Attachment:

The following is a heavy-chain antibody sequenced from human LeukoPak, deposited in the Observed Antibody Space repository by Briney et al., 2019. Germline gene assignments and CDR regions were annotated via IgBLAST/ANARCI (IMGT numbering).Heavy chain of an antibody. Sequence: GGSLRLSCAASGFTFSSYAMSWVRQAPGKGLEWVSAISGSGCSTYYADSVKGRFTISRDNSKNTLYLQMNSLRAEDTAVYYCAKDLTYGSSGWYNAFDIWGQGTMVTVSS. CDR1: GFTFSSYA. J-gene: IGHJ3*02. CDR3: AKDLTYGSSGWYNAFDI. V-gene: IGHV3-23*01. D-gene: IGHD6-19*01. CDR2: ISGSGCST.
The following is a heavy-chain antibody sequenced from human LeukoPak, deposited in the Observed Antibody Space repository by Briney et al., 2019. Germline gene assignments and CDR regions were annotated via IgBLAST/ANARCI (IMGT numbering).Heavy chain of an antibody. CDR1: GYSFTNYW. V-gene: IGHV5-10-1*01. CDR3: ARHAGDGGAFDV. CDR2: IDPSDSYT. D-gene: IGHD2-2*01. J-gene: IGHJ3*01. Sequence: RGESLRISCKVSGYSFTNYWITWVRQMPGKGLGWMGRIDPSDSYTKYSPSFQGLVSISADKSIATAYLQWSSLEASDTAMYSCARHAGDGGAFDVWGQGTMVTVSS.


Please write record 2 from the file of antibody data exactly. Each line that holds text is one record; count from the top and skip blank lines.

The following is a heavy-chain antibody sequenced from human LeukoPak, deposited in the Observed Antibody Space repository by Briney et al., 2019. Germline gene assignments and CDR regions were annotated via IgBLAST/ANARCI (IMGT numbering).Heavy chain of an antibody. CDR1: GYSFTNYW. V-gene: IGHV5-10-1*01. CDR3: ARHAGDGGAFDV. CDR2: IDPSDSYT. D-gene: IGHD2-2*01. J-gene: IGHJ3*01. Sequence: RGESLRISCKVSGYSFTNYWITWVRQMPGKGLGWMGRIDPSDSYTKYSPSFQGLVSISADKSIATAYLQWSSLEASDTAMYSCARHAGDGGAFDVWGQGTMVTVSS.